MINISTER LOUIS FARRAKHAN SPEAKS ON KANYE WEST!

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The LOS ANGELES CRIPS Just Put Out A HIT . . . On Kanye West!!!

Kanye West has been posting HATEFUL messages on social media – where he publicly supports radical racists, including President Trump.

Now THE STREETS have put a hit out on Kanye for his actions.

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Popular CRIP Daz Dilinger sent out the message yesterday posting, “All the Crips out there, y’all f*** Kanye up. You see that motherf*****, f*** his ass up on G.’

Daz, a popular 1990s rap artist continued, “‘Better not ever see you in concert. Better not ever see you around the LBC (Long Beach) Better not ever see you around California.’

Daz then CONFIRMED that the CRIPS have a hit out on Kanye – tweeting, “Stay in Calabasas, ya hear me? ‘Cuz we got a Crip alert for Kanye. All the Crips out there – you see him, bang on his ass, f**k his ass up.”

Daz went on to mention the city where Kanye lives, saying: “Stay in Calabasas, ya hear me? ‘Cuz we got a Crip alert for Kanye … All the Crips out there — you see him, bang on his ass, f— his a– up. ”

Daz Dillinger, real name is Delmar Drew Arnaud, continued ‘It’s like, we all in one boat and they killing all of us and he jump over there and say, ”Master, I’m on your side master. I got all the information. I’m with you master Trump.’

TMZ is claiming that Kanye now hired “bodyguards” to protect him from the CRIPS. See the above pic.

Snoop Dogg who is a FAMOUS Crip also issued a message to Kanye last week, after Kanye began tweeting nonsense.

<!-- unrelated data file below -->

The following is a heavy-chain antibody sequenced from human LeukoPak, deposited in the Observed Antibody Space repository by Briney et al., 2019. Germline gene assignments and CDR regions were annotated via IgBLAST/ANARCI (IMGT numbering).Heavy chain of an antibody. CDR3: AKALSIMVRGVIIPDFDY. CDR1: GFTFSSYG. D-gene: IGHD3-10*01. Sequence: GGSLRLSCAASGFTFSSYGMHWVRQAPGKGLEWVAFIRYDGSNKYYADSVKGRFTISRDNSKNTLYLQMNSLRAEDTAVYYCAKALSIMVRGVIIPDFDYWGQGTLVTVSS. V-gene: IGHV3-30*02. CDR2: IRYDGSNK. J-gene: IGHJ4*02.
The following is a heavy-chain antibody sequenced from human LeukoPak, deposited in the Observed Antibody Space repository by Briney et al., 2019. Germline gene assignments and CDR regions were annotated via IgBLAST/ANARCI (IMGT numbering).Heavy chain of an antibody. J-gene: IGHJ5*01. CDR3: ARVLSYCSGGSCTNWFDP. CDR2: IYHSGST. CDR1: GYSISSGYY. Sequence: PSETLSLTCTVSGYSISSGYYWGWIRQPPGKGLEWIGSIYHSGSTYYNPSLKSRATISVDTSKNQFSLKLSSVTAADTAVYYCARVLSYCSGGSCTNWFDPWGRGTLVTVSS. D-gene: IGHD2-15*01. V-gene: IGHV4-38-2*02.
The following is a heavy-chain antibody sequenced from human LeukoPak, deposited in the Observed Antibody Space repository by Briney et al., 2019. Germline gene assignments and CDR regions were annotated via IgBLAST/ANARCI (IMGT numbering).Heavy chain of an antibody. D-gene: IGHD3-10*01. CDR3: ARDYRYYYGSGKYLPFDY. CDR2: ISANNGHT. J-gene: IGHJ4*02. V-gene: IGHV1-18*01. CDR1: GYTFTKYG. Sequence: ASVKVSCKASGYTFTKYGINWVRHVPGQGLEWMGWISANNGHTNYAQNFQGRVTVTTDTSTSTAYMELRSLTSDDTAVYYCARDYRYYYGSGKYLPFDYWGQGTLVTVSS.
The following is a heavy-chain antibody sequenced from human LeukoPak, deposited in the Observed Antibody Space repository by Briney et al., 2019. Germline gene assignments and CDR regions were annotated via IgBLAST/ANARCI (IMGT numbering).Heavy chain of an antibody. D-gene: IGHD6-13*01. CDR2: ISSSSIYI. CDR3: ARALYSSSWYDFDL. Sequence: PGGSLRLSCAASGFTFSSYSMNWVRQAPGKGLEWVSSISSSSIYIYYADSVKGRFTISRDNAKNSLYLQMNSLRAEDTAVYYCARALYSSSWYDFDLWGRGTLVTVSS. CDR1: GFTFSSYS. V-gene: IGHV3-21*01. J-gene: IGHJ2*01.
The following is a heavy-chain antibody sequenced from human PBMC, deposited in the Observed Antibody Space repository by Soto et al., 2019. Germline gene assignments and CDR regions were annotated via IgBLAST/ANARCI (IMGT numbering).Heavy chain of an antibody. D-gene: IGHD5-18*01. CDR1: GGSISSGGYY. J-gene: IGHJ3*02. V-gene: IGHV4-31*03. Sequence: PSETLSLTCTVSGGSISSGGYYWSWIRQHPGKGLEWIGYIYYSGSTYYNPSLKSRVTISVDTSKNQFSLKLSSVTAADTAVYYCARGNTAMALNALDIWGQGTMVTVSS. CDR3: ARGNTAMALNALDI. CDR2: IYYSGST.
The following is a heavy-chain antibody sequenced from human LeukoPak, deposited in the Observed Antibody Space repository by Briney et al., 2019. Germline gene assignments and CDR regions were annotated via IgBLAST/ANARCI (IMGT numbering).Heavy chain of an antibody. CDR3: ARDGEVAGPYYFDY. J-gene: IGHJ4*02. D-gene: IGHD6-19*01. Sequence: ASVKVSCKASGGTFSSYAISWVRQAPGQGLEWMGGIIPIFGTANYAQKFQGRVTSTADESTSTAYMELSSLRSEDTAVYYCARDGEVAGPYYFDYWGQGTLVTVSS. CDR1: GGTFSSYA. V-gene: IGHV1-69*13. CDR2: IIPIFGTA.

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West’s wild words stir again: Kanye calls slavery a ‘choice’!

LOS ANGELES (AP) — Before the last one had a chance to simmer down, Kanye West caused another stir, calling American slavery a “choice” in an interview Tuesday.

 

 

“When you hear about slavery for 400 years, for 400 years, that sounds like choice,” West said on “TMZ Live” after questions on his pro-President Donald Trump posts and pictures that caused a dust-up last week. “You was there for 400 years, and it’s all of y’all?”

“Do you feel like I’m thinking free and feeling free?” West asked the TMZ employees in the room.

“I actually don’t think you’re thinking anything,” TMZ’s Van Lathan quickly cracked back at West, as many would in the ensuing hours.

Lathan said while West gets to live the elite artist’s life, “the rest of us in society have to deal with these threats in our lives. We have to deal with the marginalization that has come from the 400 years of slavery that you said for our people was our choice.”

Symone D. Sanders, political commentator and CNN contributor, led the anti-West chorus on Twitter.

“Kanye is a dangerous caricature of a ‘free-thinking’ black person in America,” Sanders tweeted. “Frankly, I am disgusted and I’m over it. Also (I can’t believe I have to say this): Slavery was far from a choice.”

Others put it more briefly.

“Slavery wasn’t a choice,” Russ Bengtson tweeted, “but listening to Kanye is.”